Thursday, November 15, 2012

Daytona Streets, the Good, the Bad and the Beautiful

Sometimes if you read my blog long enough you will find me drawn back to the streets of Daytona. I find a lot of research for my book, Daytona Streets in writings by Lyda Longa. She writes with compassion but also the hard truth. Here is my take on a previous article she wrote:

It is hard to focus on one subject when there are so many people that need to be commended concerning the article by Lyda Longa, "An ex-prostitute's story: 'I've done it all for money'"

The first person I would like to mention is Daytona Beach Police Chief Mike Chitwood. He has gotten a lot of criticism in the past, he is pretty blunt sometimes and probably that goes along with his job description. But people on the street realize that he is tough on crime for a reason; that they might be helped and protected. I don't know him personally and there are probably things we would disagree with, but it reminds me of the song that talks about Jesus being a friend to sinners. If a prostitute who has seen it all, lived it all in a painful way, yet sees that this man is approachable enough to want to call him and ask for help; well I would say he probably may be living out the scripture from Matthew 25:40 NIV. It says “The King will reply, 'Truly I tell you, whatever you did for one of the least of these brothers and sisters of mine, you did for me ..." and is one of my favorite reminders of how to live.

An excerpt from the article says:

"I've done it all for money," Betty said. Then one day this past spring after she decided to stop prostituting, Betty telephoned Daytona Beach Police Chief Mike Chitwood.

"I had seen his name in the paper and I wanted to praise him," Betty said. "I also wanted to ask him for help."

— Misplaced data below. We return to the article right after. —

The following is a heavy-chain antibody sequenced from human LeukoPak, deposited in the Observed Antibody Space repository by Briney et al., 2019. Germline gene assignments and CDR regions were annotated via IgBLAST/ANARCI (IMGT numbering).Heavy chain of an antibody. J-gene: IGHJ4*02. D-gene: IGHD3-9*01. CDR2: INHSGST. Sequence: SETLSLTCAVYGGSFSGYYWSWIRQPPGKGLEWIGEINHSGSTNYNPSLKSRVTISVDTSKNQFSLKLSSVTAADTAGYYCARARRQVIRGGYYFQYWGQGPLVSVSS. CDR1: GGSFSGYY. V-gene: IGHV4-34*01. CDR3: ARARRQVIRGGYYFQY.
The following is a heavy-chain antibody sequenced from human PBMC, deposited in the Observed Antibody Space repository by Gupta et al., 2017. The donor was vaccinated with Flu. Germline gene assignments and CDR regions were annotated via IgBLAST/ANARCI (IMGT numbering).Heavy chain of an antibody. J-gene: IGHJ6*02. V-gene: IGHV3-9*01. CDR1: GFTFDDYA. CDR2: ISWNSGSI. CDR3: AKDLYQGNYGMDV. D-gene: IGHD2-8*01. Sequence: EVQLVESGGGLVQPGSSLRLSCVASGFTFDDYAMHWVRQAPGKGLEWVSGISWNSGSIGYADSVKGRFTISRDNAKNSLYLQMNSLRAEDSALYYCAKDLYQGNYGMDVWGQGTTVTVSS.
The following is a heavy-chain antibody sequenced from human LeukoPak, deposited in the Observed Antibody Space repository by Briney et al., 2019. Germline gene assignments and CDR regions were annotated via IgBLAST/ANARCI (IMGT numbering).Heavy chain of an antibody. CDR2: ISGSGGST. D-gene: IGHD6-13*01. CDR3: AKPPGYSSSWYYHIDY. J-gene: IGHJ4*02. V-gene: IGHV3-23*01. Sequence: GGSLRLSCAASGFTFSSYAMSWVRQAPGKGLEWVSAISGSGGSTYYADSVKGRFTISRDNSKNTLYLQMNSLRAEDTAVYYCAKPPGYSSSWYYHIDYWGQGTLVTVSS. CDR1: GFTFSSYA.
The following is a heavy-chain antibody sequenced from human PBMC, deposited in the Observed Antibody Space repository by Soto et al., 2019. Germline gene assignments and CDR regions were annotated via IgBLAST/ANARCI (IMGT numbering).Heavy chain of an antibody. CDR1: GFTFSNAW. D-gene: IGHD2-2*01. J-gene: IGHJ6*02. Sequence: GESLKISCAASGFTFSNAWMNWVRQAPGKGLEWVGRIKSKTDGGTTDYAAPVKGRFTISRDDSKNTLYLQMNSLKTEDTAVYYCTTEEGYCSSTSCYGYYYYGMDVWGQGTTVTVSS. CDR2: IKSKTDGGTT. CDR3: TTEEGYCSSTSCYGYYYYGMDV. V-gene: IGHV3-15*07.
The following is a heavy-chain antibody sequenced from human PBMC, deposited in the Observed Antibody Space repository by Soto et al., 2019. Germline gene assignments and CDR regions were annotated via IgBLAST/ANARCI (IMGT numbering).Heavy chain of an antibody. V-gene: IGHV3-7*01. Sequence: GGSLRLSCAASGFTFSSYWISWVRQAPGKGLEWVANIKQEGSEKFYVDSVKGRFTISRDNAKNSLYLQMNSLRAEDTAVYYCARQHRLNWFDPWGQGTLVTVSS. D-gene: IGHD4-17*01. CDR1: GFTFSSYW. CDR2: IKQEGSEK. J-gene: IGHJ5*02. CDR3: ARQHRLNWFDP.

The chief responded quickly, referring Betty to the Police Department's victim advocate, Sophie Vessa.

"She wrote me a letter and it was incredible," Chitwood said. "She sounded sincere."

Vessa met with Betty and knew this was the real thing.

But getting help for a woman who wants to escape the life of prostitution is challenging in the Daytona Beach area, Vessa said.

There are no halfway houses or rehabilitation centers that specialize in helping prostitutes shatter the mindset they operate under — selling their bodies to make a quick buck.

"When these women ask for help or they get arrested and are mandated to get help, they always get sent to a drug rehab," Vessa said. "Drugs are only a symptom of the deep-rooted problems most of these women have."

Vessa said many women who become prostitutes are victims of childhood sexual and physical abuse, and their self-esteem can be non-existent."

I think Vessa would be the next one to be commended and I thank her for being there for victims. And believe me, someone who had been molested in childhood, will have a victim mentality for a long time, until someone steers them on the path to true recovery. It is very true that there are a lot more resources for men than for women even in the addiction treatment areas and our city was not really willing to help support at the time the one home opened for prostitutes, Heaven's Garden some years back.

When I think about a woman working the streets I think that many people don’t really want to think about them and that they may have been childhood sexual abuse victims. They may have once been pretty but the hardness of the street life and the walls they have had to put up around their hearts have taken their toll. We are horrified to think our sons, brothers or husbands have “used” them. We forget that they themselves are “somebody’s daughter,” a woman who God loves and wants to redeem.

The next person I want to thank is Lyda Longa for always giving us heartfelt articles that draw us in, about the streets of Daytona. I still wish there was an update on some of the people she and Seth Robbins wrote about in “The City You've Never Known" about six years ago.

Lastly, though, I thank Betty for having the courage to reach out for help and for learning that she can overcome her past.

Donna Collins Tinsley

PS Jed Linstrom and Let’s Go Ministry will be having Motel Church in December, ministering help and hope to those on the streets of Daytona.


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